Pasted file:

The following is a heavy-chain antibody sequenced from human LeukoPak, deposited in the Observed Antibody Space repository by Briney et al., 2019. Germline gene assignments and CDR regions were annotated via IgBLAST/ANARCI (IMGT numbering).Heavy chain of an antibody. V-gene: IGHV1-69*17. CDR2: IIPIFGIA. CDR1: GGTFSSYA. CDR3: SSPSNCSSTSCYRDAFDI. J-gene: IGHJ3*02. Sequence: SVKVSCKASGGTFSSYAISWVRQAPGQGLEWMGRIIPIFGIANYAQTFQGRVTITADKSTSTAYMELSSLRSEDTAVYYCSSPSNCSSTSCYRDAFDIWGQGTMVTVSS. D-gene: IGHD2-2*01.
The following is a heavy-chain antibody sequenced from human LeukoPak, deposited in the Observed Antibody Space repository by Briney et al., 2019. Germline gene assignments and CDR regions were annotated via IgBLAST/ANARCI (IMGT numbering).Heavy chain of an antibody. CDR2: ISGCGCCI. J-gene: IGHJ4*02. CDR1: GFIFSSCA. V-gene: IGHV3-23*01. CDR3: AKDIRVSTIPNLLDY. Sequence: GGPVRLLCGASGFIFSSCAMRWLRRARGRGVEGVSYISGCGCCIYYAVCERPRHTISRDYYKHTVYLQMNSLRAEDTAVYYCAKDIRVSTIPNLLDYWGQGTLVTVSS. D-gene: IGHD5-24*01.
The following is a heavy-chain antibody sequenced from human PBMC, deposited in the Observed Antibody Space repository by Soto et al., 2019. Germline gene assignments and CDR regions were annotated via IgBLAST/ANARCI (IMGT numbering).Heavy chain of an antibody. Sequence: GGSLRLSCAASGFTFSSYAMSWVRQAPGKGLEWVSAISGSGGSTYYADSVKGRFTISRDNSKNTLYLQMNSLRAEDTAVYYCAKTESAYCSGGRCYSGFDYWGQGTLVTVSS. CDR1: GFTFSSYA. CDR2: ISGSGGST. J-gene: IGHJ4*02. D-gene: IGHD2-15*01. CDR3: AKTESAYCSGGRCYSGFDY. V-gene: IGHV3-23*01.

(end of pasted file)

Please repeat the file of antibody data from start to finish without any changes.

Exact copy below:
The following is a heavy-chain antibody sequenced from human LeukoPak, deposited in the Observed Antibody Space repository by Briney et al., 2019. Germline gene assignments and CDR regions were annotated via IgBLAST/ANARCI (IMGT numbering).Heavy chain of an antibody. V-gene: IGHV1-69*17. CDR2: IIPIFGIA. CDR1: GGTFSSYA. CDR3: SSPSNCSSTSCYRDAFDI. J-gene: IGHJ3*02. Sequence: SVKVSCKASGGTFSSYAISWVRQAPGQGLEWMGRIIPIFGIANYAQTFQGRVTITADKSTSTAYMELSSLRSEDTAVYYCSSPSNCSSTSCYRDAFDIWGQGTMVTVSS. D-gene: IGHD2-2*01.
The following is a heavy-chain antibody sequenced from human LeukoPak, deposited in the Observed Antibody Space repository by Briney et al., 2019. Germline gene assignments and CDR regions were annotated via IgBLAST/ANARCI (IMGT numbering).Heavy chain of an antibody. CDR2: ISGCGCCI. J-gene: IGHJ4*02. CDR1: GFIFSSCA. V-gene: IGHV3-23*01. CDR3: AKDIRVSTIPNLLDY. Sequence: GGPVRLLCGASGFIFSSCAMRWLRRARGRGVEGVSYISGCGCCIYYAVCERPRHTISRDYYKHTVYLQMNSLRAEDTAVYYCAKDIRVSTIPNLLDYWGQGTLVTVSS. D-gene: IGHD5-24*01.
The following is a heavy-chain antibody sequenced from human PBMC, deposited in the Observed Antibody Space repository by Soto et al., 2019. Germline gene assignments and CDR regions were annotated via IgBLAST/ANARCI (IMGT numbering).Heavy chain of an antibody. Sequence: GGSLRLSCAASGFTFSSYAMSWVRQAPGKGLEWVSAISGSGGSTYYADSVKGRFTISRDNSKNTLYLQMNSLRAEDTAVYYCAKTESAYCSGGRCYSGFDYWGQGTLVTVSS. CDR1: GFTFSSYA. CDR2: ISGSGGST. J-gene: IGHJ4*02. D-gene: IGHD2-15*01. CDR3: AKTESAYCSGGRCYSGFDY. V-gene: IGHV3-23*01.